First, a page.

Energy Management Best Practices

Feb. 26, 2014
The path to achieving energy efficiency is shaped as much by attitudes and organizational skills as by the physical aspects of reducing energy demands.

The path to achieving energy efficiency is shaped as much by attitudes and organizational skills as by the physical aspects of reducing energy demands. But its goals can never be achieved without the automation technologies that make it possible to mine information and control the operation of machines.

A 2009 study by the Aberdeen Group, a research and consulting firm, found that industry leaders seeking to reduce energy consumption at their facilities viewed energy management as strategic to their business success. The primary tools they applied in their endeavors included advanced visualization, information collection and consumption monitoring.

Among the best practices adopted by industry leaders in reducing energy consumption and costs, according to the study, are:

• Making energy usage data available to decision-makers in real time. The faster changes can be made to equipment operations, the greater the energy savings.

• Taking energy costs into account when scheduling production. Peak demand charges can account for as much as 60 percent of a company’s energy bills.

• Establishing metrics to quantify the benefits of energy management programs. If you don’t measure it, the activity can’t be valued.

• Tying operational metrics to financial metrics. It’s essential to understand how the costs of energy for production and facilities affect the company’s bottom line.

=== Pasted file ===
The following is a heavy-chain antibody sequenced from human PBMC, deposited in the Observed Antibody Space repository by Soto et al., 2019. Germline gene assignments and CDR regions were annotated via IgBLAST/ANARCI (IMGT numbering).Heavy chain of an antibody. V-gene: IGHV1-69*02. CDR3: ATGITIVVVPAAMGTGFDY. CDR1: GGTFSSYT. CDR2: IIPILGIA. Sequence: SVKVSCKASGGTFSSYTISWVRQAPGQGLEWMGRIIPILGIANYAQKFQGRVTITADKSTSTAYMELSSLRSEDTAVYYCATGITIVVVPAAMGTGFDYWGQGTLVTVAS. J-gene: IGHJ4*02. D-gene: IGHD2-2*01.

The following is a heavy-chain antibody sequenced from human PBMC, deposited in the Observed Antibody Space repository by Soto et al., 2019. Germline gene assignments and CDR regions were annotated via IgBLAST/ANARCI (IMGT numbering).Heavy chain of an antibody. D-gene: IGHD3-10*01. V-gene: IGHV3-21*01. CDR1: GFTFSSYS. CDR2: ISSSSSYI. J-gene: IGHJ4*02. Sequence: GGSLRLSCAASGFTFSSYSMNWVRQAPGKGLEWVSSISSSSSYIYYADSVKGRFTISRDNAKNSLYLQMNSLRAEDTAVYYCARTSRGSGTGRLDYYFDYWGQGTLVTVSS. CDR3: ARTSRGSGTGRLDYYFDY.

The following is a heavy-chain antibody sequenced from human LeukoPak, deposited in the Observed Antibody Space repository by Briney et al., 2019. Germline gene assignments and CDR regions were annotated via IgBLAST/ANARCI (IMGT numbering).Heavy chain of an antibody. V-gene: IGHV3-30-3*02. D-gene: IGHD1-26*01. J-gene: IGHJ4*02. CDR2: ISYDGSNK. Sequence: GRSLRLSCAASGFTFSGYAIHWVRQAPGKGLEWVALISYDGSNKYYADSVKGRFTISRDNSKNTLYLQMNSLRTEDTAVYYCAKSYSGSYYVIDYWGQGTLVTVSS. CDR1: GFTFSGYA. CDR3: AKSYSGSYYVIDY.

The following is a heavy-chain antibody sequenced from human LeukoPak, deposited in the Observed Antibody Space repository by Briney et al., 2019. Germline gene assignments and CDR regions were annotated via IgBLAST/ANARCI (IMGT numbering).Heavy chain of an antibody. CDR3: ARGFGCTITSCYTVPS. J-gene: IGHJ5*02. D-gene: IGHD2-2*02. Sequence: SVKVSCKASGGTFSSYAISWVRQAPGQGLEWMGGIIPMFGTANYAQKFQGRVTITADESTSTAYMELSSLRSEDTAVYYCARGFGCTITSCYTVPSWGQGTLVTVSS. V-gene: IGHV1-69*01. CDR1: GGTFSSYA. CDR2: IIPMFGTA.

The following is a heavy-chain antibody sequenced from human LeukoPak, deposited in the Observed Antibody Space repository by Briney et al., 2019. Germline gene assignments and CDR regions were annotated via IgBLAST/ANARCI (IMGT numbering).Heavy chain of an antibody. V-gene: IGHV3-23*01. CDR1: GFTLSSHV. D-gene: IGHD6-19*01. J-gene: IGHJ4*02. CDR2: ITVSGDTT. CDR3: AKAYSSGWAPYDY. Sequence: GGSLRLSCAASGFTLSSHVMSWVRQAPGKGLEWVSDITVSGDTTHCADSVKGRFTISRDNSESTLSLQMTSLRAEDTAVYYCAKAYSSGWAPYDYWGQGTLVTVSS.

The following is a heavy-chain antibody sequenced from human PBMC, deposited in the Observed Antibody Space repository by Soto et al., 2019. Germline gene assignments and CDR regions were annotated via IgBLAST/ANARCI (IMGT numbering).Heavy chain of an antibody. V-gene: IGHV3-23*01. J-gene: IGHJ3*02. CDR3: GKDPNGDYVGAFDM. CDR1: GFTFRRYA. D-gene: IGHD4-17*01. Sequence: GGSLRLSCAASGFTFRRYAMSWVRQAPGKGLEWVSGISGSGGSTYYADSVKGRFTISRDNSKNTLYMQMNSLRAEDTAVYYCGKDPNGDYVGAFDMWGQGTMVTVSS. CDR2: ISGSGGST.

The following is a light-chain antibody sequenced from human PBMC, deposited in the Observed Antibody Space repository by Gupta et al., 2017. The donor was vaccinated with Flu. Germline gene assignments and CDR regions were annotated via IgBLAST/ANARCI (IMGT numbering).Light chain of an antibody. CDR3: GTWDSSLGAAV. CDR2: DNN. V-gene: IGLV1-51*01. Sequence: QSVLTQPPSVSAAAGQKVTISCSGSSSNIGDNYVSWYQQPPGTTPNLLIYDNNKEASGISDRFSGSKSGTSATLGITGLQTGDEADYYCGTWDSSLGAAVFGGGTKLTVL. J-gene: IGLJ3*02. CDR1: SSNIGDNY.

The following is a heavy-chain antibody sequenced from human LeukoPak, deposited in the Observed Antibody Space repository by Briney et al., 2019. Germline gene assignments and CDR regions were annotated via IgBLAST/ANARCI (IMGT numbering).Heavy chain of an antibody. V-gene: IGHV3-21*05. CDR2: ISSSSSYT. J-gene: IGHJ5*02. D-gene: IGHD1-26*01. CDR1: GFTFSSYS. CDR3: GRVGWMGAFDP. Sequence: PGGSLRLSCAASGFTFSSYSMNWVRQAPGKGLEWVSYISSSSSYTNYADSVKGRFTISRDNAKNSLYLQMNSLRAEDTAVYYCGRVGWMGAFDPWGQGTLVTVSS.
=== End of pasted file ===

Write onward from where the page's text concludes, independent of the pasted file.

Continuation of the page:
• Investing in technology to automate how energy data is collected and monitored. If you can’t see it, you can’t measure it or change it.

Since energy can constitute as much as 25 percent of a manufacturer’s operating costs, even small improvements can have a dramatic impact on the bottom line.

Understand consumption

From a practical perspective, any energy management initiative must start by gaining an understanding of consumption patterns and cost sources from production processes and facilities. Here’s a go-to short list to kick off your initiative:

• Analyze energy utility contracts and penalties;

• Conduct an audit of all equipment and their energy sources—water, air, gas, electricity and steam (WAGES);

• Acquire and analyze energy consumption and cost data;

• Establish a consumption baseline; and

• Identify potential savings.

Prioritize opportunities

By first attacking the low-hanging fruit, such as leaks in compressed air and steam systems, lack of energy-efficient lighting and utility penalties for peak demand and reactive power, you’ll gain some early wins at minimal cost. A next step can include installing sub-meters to identify which production activities contribute the most to your energy bills.

Ultimately, prioritization means that you must first establish goals, and then phase in a planned program of corrective actions. Here’s an outline to follow as you establish your priorities and ensuing goals: